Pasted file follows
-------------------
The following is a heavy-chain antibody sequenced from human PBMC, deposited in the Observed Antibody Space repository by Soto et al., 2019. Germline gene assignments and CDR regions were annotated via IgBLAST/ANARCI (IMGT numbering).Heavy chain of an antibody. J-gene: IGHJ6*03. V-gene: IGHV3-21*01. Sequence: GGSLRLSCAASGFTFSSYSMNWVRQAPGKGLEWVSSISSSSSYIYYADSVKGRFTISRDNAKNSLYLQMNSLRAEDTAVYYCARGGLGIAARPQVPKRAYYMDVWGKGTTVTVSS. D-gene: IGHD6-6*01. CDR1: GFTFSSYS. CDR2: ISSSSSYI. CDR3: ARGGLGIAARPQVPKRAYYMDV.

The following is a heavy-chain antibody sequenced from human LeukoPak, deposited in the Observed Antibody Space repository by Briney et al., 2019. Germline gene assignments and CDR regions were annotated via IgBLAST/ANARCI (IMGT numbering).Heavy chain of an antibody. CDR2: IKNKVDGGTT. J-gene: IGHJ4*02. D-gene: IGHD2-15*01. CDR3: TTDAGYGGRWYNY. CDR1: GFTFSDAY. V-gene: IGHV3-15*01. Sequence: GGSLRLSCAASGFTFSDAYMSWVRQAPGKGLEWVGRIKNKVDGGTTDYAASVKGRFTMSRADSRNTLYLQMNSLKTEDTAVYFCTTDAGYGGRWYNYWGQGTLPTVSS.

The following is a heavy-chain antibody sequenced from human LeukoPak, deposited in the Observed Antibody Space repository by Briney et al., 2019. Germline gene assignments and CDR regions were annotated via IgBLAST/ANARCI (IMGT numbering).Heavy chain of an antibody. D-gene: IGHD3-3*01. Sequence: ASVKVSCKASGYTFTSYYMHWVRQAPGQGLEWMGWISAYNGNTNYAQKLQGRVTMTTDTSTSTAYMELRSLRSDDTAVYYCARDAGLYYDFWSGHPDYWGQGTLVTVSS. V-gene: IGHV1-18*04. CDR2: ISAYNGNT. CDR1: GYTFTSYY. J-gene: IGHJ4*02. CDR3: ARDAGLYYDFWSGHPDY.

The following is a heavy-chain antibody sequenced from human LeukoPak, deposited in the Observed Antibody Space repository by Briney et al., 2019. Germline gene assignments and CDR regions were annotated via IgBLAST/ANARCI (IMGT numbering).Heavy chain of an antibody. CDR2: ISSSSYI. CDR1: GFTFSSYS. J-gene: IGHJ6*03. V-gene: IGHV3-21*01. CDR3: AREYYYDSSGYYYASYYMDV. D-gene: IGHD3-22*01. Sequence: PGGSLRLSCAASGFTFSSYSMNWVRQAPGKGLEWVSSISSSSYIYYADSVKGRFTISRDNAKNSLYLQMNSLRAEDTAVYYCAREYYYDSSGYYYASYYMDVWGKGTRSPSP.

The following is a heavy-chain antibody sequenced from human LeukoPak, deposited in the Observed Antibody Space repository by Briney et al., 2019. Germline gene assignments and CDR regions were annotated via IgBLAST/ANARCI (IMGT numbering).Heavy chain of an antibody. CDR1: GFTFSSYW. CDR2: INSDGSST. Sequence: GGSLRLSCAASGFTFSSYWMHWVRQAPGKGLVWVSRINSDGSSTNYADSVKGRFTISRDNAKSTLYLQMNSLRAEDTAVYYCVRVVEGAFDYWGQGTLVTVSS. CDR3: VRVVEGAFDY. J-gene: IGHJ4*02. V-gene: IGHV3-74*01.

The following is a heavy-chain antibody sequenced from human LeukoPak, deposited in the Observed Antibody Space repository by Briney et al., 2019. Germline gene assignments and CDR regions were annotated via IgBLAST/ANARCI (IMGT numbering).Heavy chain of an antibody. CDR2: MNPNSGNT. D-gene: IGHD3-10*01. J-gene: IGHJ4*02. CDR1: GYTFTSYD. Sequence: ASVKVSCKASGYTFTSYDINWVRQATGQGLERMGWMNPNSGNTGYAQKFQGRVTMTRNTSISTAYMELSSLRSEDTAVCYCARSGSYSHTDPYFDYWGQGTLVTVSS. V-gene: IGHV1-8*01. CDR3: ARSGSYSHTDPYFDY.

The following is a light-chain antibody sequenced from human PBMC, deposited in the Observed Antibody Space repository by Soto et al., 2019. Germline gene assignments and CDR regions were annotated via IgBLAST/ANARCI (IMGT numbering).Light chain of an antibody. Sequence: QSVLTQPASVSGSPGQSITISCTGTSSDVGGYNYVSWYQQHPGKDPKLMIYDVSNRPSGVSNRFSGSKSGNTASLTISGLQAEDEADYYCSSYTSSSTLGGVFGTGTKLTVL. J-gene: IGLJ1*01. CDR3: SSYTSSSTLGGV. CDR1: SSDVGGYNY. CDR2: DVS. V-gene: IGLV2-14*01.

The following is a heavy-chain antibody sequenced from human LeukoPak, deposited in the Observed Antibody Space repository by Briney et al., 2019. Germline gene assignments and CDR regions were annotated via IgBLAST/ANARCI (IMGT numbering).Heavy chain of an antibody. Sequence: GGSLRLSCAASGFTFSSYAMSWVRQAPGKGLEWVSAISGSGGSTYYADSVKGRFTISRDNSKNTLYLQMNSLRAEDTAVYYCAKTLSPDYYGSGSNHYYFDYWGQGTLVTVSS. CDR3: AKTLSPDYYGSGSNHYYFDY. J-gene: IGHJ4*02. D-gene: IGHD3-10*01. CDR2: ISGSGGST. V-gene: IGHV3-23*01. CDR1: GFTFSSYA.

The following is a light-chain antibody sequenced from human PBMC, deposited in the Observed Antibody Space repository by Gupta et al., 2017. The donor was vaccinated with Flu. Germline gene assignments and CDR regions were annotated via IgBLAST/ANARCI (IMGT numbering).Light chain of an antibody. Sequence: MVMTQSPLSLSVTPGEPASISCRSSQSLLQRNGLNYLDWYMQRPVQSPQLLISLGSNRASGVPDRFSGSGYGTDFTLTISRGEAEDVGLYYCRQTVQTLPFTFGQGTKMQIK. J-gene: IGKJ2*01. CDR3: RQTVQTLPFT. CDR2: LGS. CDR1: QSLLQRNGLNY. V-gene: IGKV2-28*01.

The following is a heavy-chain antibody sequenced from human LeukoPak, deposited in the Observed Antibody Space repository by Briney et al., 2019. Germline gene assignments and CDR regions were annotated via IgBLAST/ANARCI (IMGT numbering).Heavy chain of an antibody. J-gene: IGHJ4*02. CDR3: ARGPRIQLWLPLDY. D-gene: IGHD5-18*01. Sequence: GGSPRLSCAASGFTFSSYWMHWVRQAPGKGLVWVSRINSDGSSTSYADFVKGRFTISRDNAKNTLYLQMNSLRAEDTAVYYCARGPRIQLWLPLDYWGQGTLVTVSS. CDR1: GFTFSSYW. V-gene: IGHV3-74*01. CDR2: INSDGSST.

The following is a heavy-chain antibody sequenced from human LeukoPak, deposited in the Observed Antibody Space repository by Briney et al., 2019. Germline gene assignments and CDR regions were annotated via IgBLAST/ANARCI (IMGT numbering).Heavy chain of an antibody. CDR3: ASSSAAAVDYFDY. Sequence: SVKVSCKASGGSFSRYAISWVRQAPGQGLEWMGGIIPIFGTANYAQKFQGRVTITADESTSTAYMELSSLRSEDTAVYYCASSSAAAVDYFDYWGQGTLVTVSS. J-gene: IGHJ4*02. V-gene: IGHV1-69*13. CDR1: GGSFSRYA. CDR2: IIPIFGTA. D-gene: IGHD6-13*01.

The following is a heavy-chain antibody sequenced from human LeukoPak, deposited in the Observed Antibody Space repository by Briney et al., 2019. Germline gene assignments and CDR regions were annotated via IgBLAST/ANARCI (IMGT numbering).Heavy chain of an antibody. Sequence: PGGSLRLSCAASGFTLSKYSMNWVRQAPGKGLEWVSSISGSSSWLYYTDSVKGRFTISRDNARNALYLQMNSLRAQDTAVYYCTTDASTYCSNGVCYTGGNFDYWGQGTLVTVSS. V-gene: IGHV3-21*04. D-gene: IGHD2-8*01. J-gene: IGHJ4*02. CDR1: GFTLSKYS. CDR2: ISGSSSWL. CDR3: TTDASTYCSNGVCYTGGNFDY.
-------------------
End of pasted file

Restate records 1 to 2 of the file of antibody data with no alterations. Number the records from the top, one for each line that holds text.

The following is a heavy-chain antibody sequenced from human PBMC, deposited in the Observed Antibody Space repository by Soto et al., 2019. Germline gene assignments and CDR regions were annotated via IgBLAST/ANARCI (IMGT numbering).Heavy chain of an antibody. J-gene: IGHJ6*03. V-gene: IGHV3-21*01. Sequence: GGSLRLSCAASGFTFSSYSMNWVRQAPGKGLEWVSSISSSSSYIYYADSVKGRFTISRDNAKNSLYLQMNSLRAEDTAVYYCARGGLGIAARPQVPKRAYYMDVWGKGTTVTVSS. D-gene: IGHD6-6*01. CDR1: GFTFSSYS. CDR2: ISSSSSYI. CDR3: ARGGLGIAARPQVPKRAYYMDV.

The following is a heavy-chain antibody sequenced from human LeukoPak, deposited in the Observed Antibody Space repository by Briney et al., 2019. Germline gene assignments and CDR regions were annotated via IgBLAST/ANARCI (IMGT numbering).Heavy chain of an antibody. CDR2: IKNKVDGGTT. J-gene: IGHJ4*02. D-gene: IGHD2-15*01. CDR3: TTDAGYGGRWYNY. CDR1: GFTFSDAY. V-gene: IGHV3-15*01. Sequence: GGSLRLSCAASGFTFSDAYMSWVRQAPGKGLEWVGRIKNKVDGGTTDYAASVKGRFTMSRADSRNTLYLQMNSLKTEDTAVYFCTTDAGYGGRWYNYWGQGTLPTVSS.